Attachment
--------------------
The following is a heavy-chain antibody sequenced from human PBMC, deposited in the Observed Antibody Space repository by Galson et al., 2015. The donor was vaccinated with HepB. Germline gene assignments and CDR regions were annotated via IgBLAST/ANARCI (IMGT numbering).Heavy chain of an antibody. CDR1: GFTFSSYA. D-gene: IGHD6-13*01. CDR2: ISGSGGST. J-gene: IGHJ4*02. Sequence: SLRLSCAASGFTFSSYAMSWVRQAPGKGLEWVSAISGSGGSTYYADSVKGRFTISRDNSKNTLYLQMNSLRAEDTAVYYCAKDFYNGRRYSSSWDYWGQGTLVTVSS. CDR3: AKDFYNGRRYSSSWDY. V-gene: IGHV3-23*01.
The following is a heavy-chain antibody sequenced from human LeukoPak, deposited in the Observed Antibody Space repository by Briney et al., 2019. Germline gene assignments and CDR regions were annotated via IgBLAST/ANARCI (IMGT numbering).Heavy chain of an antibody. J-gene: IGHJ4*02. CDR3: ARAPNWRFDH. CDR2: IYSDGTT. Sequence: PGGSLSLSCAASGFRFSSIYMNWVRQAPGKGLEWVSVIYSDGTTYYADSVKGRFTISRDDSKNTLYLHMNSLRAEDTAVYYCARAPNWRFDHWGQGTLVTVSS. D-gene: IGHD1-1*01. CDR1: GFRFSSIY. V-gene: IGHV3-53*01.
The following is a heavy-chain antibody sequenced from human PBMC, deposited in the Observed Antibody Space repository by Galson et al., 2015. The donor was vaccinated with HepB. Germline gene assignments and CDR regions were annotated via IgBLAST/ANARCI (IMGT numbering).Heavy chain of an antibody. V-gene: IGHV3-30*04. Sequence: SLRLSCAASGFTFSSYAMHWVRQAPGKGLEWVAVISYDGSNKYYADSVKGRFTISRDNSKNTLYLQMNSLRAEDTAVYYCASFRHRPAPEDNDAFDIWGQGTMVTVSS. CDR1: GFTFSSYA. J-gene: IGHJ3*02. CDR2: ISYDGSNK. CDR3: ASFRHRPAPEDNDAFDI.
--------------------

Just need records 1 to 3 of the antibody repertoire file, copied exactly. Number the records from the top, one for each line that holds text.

The following is a heavy-chain antibody sequenced from human PBMC, deposited in the Observed Antibody Space repository by Galson et al., 2015. The donor was vaccinated with HepB. Germline gene assignments and CDR regions were annotated via IgBLAST/ANARCI (IMGT numbering).Heavy chain of an antibody. CDR1: GFTFSSYA. D-gene: IGHD6-13*01. CDR2: ISGSGGST. J-gene: IGHJ4*02. Sequence: SLRLSCAASGFTFSSYAMSWVRQAPGKGLEWVSAISGSGGSTYYADSVKGRFTISRDNSKNTLYLQMNSLRAEDTAVYYCAKDFYNGRRYSSSWDYWGQGTLVTVSS. CDR3: AKDFYNGRRYSSSWDY. V-gene: IGHV3-23*01.
The following is a heavy-chain antibody sequenced from human LeukoPak, deposited in the Observed Antibody Space repository by Briney et al., 2019. Germline gene assignments and CDR regions were annotated via IgBLAST/ANARCI (IMGT numbering).Heavy chain of an antibody. J-gene: IGHJ4*02. CDR3: ARAPNWRFDH. CDR2: IYSDGTT. Sequence: PGGSLSLSCAASGFRFSSIYMNWVRQAPGKGLEWVSVIYSDGTTYYADSVKGRFTISRDDSKNTLYLHMNSLRAEDTAVYYCARAPNWRFDHWGQGTLVTVSS. D-gene: IGHD1-1*01. CDR1: GFRFSSIY. V-gene: IGHV3-53*01.
The following is a heavy-chain antibody sequenced from human PBMC, deposited in the Observed Antibody Space repository by Galson et al., 2015. The donor was vaccinated with HepB. Germline gene assignments and CDR regions were annotated via IgBLAST/ANARCI (IMGT numbering).Heavy chain of an antibody. V-gene: IGHV3-30*04. Sequence: SLRLSCAASGFTFSSYAMHWVRQAPGKGLEWVAVISYDGSNKYYADSVKGRFTISRDNSKNTLYLQMNSLRAEDTAVYYCASFRHRPAPEDNDAFDIWGQGTMVTVSS. CDR1: GFTFSSYA. J-gene: IGHJ3*02. CDR2: ISYDGSNK. CDR3: ASFRHRPAPEDNDAFDI.